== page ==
How to apply for a credit card

May 24, 2015

by — Posted in Guide to Credit Hacking

Congratulations! Now that you’ve hacked your credit score, you’re finally ready to start hacking credit cards themselves.

There are a lot of different factors that have to be taken into account when deciding to apply for a credit card. First:

When should you apply?

There are two reigning schools of thought here.

First, there’s the App-o-Rama school of thought, which teaches that you should apply for a horde of credit cards all at once, so as to not be negatively impacted from the credit inquiry each application will eventually put on your credit score during the application process.

Then there’s the apply-as-you-go method, which generally just recommends opening a credit card whenever you see an exceptionally good deal available for that card. I tend to fall into the second school. I’ll explore this concept in greater depth in the next chapter. Second:

How do I maximize the chance of a successful application?

Well, that’s the big one, isn’t it? There are a lot of things to do here. First, as mentioned before, you should make sure that your credit score is well within the range typically approved for the given card you’re going for. You can generally do this by looking up Credit Karma’s profile page for that given credit card. For instance, for the United MileagePlus Explorer Chase Visa Card (yes, every credit card has a name this long), you’d go here:

And if you scroll down to the bottom, you’ll see this chart:

Credit Score Distribution


For this particular card, 70%+ of the applicants have at least a 650 score, so that should probably be about the bare minimum you’d like to try with. You can see that if your score is above 750, you stand an exceptional chance of being approved.

That’s not quite all there is to the application process, however. Different banks tend to draw from different credit bureaus, and so knowing your specific score and credit history with a specific bureau can go a long way in ensuring you’re approved for a card, especially if you’re on the edge of having too low a score.

How do you know which credit bureaus a given bank pulls from? A lot of great ways. MillionMileSecrets outlines a few of them here.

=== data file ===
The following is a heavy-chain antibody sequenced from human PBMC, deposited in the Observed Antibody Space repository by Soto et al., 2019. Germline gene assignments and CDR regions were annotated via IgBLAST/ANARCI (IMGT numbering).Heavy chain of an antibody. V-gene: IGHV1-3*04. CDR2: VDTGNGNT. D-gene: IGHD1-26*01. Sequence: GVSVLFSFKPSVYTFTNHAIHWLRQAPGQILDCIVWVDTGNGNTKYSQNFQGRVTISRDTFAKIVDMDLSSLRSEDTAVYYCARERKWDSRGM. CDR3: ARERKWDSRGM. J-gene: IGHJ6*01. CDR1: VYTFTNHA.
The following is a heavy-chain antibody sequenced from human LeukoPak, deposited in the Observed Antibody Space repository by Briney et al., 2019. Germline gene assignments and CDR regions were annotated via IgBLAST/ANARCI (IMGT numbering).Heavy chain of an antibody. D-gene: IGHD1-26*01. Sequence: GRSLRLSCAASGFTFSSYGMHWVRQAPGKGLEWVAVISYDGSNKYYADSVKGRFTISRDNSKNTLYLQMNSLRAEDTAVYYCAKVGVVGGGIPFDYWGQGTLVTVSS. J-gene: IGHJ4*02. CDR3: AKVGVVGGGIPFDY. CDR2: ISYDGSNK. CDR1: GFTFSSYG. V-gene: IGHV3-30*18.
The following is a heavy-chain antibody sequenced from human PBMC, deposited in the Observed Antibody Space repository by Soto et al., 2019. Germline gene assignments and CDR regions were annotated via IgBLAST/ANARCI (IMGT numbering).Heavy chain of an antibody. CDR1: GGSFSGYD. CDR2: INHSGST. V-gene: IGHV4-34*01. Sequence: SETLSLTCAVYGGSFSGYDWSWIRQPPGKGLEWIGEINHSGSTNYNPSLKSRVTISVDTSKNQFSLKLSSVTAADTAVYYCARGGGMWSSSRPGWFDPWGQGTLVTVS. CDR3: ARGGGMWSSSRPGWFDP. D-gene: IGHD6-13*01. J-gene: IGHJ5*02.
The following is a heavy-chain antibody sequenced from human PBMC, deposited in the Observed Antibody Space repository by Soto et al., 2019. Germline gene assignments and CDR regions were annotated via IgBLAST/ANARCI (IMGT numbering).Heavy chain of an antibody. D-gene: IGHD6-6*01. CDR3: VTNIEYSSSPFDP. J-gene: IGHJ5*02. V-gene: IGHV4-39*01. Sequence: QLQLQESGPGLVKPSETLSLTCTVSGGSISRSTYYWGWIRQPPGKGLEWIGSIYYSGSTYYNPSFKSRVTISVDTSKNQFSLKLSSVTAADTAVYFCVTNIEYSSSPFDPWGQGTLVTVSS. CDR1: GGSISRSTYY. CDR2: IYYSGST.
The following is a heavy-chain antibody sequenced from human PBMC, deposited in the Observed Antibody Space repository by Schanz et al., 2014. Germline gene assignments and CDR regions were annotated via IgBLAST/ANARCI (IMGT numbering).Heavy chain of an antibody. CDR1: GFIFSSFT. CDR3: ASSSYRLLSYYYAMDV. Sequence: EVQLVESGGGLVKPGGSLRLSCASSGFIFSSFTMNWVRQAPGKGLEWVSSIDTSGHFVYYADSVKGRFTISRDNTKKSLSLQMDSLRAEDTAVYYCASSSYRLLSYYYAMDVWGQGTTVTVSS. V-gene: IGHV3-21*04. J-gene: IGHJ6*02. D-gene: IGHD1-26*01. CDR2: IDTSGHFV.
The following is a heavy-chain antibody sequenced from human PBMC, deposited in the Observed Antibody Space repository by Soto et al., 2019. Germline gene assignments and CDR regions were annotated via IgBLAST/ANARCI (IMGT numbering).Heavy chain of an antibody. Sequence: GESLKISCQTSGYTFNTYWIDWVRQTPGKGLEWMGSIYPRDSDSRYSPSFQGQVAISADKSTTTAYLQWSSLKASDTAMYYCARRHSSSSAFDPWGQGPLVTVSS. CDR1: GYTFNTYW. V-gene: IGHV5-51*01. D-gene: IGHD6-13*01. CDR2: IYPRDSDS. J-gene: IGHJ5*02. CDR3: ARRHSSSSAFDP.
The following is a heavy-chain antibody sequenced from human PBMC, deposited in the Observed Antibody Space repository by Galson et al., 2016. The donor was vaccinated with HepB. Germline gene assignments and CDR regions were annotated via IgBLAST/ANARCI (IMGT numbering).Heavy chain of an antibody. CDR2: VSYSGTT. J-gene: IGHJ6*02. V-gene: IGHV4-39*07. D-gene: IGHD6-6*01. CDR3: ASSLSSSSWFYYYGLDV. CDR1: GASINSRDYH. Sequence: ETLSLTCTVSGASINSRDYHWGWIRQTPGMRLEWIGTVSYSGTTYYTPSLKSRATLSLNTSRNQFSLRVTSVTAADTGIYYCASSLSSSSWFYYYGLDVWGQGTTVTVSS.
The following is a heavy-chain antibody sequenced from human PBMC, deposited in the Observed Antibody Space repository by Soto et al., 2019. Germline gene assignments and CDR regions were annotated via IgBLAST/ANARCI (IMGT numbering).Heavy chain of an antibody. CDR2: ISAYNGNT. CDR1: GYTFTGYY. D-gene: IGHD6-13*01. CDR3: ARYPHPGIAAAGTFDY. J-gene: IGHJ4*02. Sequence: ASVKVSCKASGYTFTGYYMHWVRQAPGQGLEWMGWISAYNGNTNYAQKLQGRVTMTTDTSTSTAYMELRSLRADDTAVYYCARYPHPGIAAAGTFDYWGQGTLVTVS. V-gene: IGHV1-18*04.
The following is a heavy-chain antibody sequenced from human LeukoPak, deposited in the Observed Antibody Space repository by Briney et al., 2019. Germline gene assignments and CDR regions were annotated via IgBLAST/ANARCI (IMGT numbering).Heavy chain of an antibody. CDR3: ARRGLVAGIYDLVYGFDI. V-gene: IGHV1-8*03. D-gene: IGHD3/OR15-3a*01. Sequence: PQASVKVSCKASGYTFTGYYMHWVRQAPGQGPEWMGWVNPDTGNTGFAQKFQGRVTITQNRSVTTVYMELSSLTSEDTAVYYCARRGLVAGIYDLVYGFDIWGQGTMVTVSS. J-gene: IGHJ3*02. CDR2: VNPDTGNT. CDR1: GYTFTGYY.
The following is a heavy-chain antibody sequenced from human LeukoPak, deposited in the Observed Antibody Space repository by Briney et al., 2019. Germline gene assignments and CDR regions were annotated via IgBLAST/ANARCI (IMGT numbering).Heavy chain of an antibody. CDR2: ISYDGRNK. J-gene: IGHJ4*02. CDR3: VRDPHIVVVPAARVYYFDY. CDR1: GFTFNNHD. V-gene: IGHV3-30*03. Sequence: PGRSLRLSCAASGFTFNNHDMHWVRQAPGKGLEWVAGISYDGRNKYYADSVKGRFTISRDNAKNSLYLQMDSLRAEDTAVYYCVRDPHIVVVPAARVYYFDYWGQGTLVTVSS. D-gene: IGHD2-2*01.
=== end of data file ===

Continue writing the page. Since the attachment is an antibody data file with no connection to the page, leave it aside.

So what should you do if your score is too low with a given bureau? A couple options. Some people go the extra mile and play with putting a credit freeze on that bureau to force the bank to pull from another bureau – I don’t have any personal experience with doing this, and there seems to be very conflicted information its effectiveness. You can read more in a thread here.

A more straightforward approach would be to request a copy of your credit report, and see if there’s anything derogatory on it you can get knocked off, or if you can remove some of your hard inquiries.

If your problem is that you have too many hard inquiries in the past 2 years, one strategy to get rid of them is known as ‘bumpage’. This is a rather taboo topic in the credit card hacking world, and I don’t have personal experience with it, though I do have anecdotal evidence from a friend of mine who tried it with success. Generally, the idea is that you amass a great number of ‘soft pulls’, which are credit pulls that don’t impact your credit score (read more here), and eventually they’ll bump off the ‘hard pulls’ on your credit report, given that there’s a maximum limit to the number of total credit pulls that can be listed on the report.

According to Doctor of Credit here, it appears bumpage might work with Equifax and TransUnion, but not Experian. 85 soft pulls will bump off your hard inquiries with Experian, and 66 soft pulls will bump off hard pulls with TransUnion. Again, do at your own risk and use your own best judgement if you decide to take this route.

More simply, you should always check your credit report to make sure that the hard inquiries listed on your report are indeed accurate. If you see any hard inquiries that you did not authorize, you can contact the bureaus to get them to remove those inquiries. Another strategy to reduce the number of hard inquiries on your report that some people have reported success with is applying for multiple credit cards from the same bank at the same time – if the bureau doesn’t report all the credit pulls as one inquiry automatically, you can contact them and convince them that it was a mistake to have multiple pulls then and have them consolidate the multiple pulls as one pull.

Great. So that’s a quick primer on how to make sure your odds are good enough to apply. Now:

How do I actually apply?

The final step is actually filling out the application. There are some nuances to be very careful of here as well.

1. Follow the right link to the biggest offer available, do research here

2. Take screenshots of everything and read the terms and conditions to prove the offer you received

3. Make sure the address you put is reported on your credit report to minimize the chance of requiring ‘further information’ and to get an instant approval

4. Can really put an arbitrary number for income, as it is used for calculating what credit line to offer you. I’ve almost never been asked for proof of income, and have put completely arbitrary numbers in the past. Generally, unless you’re actually going to be using the credit card, a reasonable number like $40,000-60,000 is more than enough to get you as much credit as you need to get the best card out there (typically $5000+ for a Visa Signature/World MasterCard).

5. Take a screenshot of everything, record the data you put in a credit application, so you can have consistency in applying with the same data for future credit cards again to maximize the chance of getting approved instantly and not needing ‘further information’ or reconsideration.


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